Lest we forget how terrible things were: The woman who saved Britain - the verdict of three historians

Daily Mail
"Britain was on its knees on May 3, 1979 when Margaret Thatcher was elected prime minister. Ever since World War II, politicians had made it their priority to manage what they considered to be its inevitable decline. Mrs Thatcher was having none of that. Her priority was to make Britain powerful again, economically, if not strategically. And by 1983 — the end of her first term — it was clear she had succeeded. It is hard to exaggerate the pitiful state of Britain in the Seventies. The reckless economic policy of Mrs Thatcher’s predecessor as Tory leader, Ted Heath, who between 1970 and 1974 printed money as though it were going out of fashion, had left a legacy of high inflation, peaking at 27 per cent in 1975."

Wednesday, 3 April 2013

Helicopter QE will never be reversed

"Readers of the Daily Telegraph were right all along. Quantitative easing will never be reversed. It is not liquidity management as claimed so vehemently at the outset. It really is the same as printing money."

No, comrades. Welfare reform isn't about hurting poor people. It's about trying to make them richer

Daily Mail
"The Left’s language is now so twisted that words have lost their ordinary meanings. The ‘bedroom tax’ is in fact a re-allocation of housing benefit away from people with spare rooms towards people without. Whatever else we call it, it’s not a tax. Yet the reduction in top-rate tax — which really is a tax — is called ‘writing a cheque to millionaires’.Liam Byrne, the former Labour Chief Secretary to the Treasury, even has the gall to describe the 45p top rate of tax as ‘a bonanza for the rich’. But what was the rate during all but the final month of Labour’s 13 years in office? Forty per cent."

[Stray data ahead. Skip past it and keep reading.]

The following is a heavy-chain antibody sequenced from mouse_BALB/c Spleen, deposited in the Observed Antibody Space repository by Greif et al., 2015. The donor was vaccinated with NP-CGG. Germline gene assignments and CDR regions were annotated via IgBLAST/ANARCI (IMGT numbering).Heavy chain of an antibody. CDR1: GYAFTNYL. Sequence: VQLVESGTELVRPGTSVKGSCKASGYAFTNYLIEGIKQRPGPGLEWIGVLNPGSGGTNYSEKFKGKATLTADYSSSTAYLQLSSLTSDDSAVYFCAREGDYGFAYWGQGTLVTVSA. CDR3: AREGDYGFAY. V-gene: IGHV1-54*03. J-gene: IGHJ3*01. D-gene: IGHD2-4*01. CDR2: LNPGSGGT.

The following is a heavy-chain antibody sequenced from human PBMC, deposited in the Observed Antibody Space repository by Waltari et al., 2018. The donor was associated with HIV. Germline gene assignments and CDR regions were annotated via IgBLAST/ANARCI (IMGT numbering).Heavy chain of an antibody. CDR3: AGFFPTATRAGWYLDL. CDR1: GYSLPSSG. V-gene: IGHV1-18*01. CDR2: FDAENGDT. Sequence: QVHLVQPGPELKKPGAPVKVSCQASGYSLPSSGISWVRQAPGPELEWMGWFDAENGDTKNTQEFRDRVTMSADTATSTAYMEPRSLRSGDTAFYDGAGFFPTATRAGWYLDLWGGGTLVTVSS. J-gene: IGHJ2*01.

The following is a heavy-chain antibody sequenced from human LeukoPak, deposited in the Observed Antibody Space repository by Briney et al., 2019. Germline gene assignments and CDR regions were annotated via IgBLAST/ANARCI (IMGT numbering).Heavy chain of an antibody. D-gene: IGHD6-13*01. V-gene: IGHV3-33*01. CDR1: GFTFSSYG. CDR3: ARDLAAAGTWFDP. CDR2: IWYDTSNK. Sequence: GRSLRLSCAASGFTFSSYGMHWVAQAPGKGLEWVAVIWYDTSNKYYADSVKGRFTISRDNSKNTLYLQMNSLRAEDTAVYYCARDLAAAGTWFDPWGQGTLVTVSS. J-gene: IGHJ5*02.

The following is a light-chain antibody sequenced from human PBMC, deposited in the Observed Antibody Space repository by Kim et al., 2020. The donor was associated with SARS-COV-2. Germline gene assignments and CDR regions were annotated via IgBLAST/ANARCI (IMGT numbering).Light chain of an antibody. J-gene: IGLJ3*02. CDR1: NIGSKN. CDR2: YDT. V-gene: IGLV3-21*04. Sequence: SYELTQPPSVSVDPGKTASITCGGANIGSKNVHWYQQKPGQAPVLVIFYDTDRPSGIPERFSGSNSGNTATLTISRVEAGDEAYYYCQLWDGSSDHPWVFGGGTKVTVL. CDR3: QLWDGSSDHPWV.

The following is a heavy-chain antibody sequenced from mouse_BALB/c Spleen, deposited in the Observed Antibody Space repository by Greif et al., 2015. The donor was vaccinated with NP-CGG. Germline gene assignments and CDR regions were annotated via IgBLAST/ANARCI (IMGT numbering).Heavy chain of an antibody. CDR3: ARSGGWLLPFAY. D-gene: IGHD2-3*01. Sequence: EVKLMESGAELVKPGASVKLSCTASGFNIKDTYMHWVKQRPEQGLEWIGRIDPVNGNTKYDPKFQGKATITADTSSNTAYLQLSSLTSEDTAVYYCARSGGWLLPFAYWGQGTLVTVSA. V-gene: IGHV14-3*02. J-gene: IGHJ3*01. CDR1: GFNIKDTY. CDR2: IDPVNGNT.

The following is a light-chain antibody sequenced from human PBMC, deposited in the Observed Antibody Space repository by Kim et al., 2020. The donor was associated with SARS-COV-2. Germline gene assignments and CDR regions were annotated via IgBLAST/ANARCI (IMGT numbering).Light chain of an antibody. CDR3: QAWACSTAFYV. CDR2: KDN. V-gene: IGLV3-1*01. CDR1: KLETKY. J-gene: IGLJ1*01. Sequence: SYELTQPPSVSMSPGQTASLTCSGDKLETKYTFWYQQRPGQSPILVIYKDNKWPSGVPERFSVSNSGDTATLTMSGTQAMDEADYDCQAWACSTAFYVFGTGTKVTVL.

Labour's addiction to welfare hurts us all

Monday, 1 April 2013

DAVID STOCKMAN: We've Been Lied To, Robbed, And Misled

"Then, when the Fed’s fire hoses started spraying an elephant soup of liquidity injections in every direction and its balance sheet grew by $1.3 trillion in just thirteen weeks compared to $850 billion during its first ninety-four years, I became convinced that the Fed was flying by the seat of its pants, making it up as it went along. It was evident that its aim was to stop the hissy fit on Wall Street and that the thread of a Great Depression 2.0 was just a cover story for a panicked spree of money printing that exceeded any other episode in recorded human history."

Shock News : Bank Bailout Was A Fraud

Real Science
"Of course, history shows that our markets and economy would have been better off had the system been allowed to correct. Most of the “too big to fail” institutions would have survived or been broken into smaller, more resilient, entities. For those that would have failed, smaller, more responsible banks would have stepped up to replace them – as happens as part of the natural course of a free market system:..."